Blockchain Technologies (DAT650)

This subject gives insight into different technologies and models for blockchain systems and hands-on experience developing smart contracts.

Course description for study year 2023-2024. Please note that changes may occur.


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The course gives insight into different technologies and models for blockchain systems.

The first part, mostly inspired by bitcoin, covers blockchain fundamentals such as data structures, transaction validation and proof of work consensus. This part also considers possible attacks on bitcoin. Proposed improvements, as well as alternative consensus mechanisms are discussed.

The second part of the course covers voting consensus and byzantine fault tolerant systems, and their application in permissioned, membership based blockchains. A variety of systems with different failure models and assumptions will be presented, including systems that tolerate malicious and selfish peers.

In the third part, we focus on smart-contract programming, security of smart contracts and applications.

In addition to the lectures, students will have to read and discuss related research papers. In the accompanying lab project students will mine blocks for a simulated proof-of-work blockchain and implement a secure application using smart contracts.

Learning outcome


  • Know about different models for blockchains with both open and closed membership.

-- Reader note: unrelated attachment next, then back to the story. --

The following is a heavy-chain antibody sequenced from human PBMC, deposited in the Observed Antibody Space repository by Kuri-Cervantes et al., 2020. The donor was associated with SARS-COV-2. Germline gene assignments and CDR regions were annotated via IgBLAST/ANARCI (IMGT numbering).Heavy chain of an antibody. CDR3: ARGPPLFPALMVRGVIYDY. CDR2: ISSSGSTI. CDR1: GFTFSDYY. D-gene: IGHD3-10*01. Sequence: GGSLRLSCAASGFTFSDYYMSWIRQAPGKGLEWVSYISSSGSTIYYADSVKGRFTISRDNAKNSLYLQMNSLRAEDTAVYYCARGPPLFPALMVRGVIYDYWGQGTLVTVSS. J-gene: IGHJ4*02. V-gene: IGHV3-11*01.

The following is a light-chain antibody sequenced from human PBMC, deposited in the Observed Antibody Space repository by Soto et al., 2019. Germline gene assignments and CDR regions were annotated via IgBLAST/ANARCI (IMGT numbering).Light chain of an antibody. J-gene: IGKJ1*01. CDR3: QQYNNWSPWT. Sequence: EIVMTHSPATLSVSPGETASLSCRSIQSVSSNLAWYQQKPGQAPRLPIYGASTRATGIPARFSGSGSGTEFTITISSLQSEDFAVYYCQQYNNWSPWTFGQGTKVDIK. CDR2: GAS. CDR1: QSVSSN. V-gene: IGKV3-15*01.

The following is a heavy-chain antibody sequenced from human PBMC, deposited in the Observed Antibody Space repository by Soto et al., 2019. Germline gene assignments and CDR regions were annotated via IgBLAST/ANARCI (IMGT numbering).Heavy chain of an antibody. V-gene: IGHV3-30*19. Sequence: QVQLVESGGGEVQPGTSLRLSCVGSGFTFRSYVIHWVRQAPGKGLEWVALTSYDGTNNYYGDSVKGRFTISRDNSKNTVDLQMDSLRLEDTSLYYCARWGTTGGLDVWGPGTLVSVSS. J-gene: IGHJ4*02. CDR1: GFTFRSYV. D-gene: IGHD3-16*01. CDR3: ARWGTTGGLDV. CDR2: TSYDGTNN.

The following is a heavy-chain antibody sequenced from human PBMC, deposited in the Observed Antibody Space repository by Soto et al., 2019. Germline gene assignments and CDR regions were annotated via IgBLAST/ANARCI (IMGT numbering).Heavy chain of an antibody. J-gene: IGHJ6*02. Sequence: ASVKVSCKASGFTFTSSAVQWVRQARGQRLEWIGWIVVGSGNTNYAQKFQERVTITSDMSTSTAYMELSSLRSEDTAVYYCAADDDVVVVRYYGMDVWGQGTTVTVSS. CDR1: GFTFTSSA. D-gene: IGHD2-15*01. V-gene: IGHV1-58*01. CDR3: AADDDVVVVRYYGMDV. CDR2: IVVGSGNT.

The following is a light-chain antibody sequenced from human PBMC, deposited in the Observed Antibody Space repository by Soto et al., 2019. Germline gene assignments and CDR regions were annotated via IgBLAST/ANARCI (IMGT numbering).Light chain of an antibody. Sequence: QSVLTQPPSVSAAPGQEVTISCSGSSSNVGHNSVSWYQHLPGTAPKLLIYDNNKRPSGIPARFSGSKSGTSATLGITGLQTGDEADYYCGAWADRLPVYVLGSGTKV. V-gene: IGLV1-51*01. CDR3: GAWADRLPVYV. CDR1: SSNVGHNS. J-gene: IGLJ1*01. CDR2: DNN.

• Know about different consensus mechanisms used in blockchain and their probabilistic guarantees.
  • Know about smart contracts and different execution models for smart contracts.
  • Know about cryptographic primitives used in blockchains.


  • Be able to develop applications for execution on a blockchain.
  • Be able to reason about systems and applications involving blockchain technology.

General competency:

  • Know how and when to apply blockchain technologies.

Required prerequisite knowledge


Recommended prerequisites

DAT510 Security and Vulnerability in Networks, DAT520 Distributed Systems
Some of the assignements in this course use Go.


Project work with oral presentastion and oral exam

Form of assessment Weight Duration Marks Aid
Project work with oral presnetation 2/5 Letter grades
Oral exam 3/5 30 Minutes Letter grades

The project is evaluated through a report and an oral hearing. Both parts must be done before final grade for the project is given. The project work will be done in groups, and all group members have to participate in the oral hearing.If a student fails the projectwork, she/he has to take this part again next time the subject is lectured.Both exam units must be passed in order to receive a final grade in the course.

Coursework requirements

Obligatoriske aktiviteter

Five mandatory individual lab exercises (programming exercises). Pass/Fail. All programming exercises must be passed within the specified deadlines to take the written exam. Approval takes place through the delivery of code online, followed by in-lab approval.

Completion of mandatory assignments are to be made at the times that are assigned. Absence due to illness or for other reasons must be communicated as soon as possible to the laboratory personnel. One cannot expect that provisions for completion of the lab assignments at other times are made unless prior arrangements with the laboratory personnel have been agreed upon.

Course teacher(s)

Course coordinator:

Leander Nikolaus Jehl

Coordinator laboratory exercises:

Arian Baloochestani Asl

Course coordinator:

Leander Nikolaus Jehl

Method of work

6 hours of lectures and lab per week

Course assessment

There must be an early dialogue between the course coordinator, the student representative and the students. The purpose is feedback from the students for changes and adjustments in the course for the current semester.In addition, a digital course evaluation must be carried out at least every three years. Its purpose is to gather the students experiences with the course.


The syllabus can be found in Leganto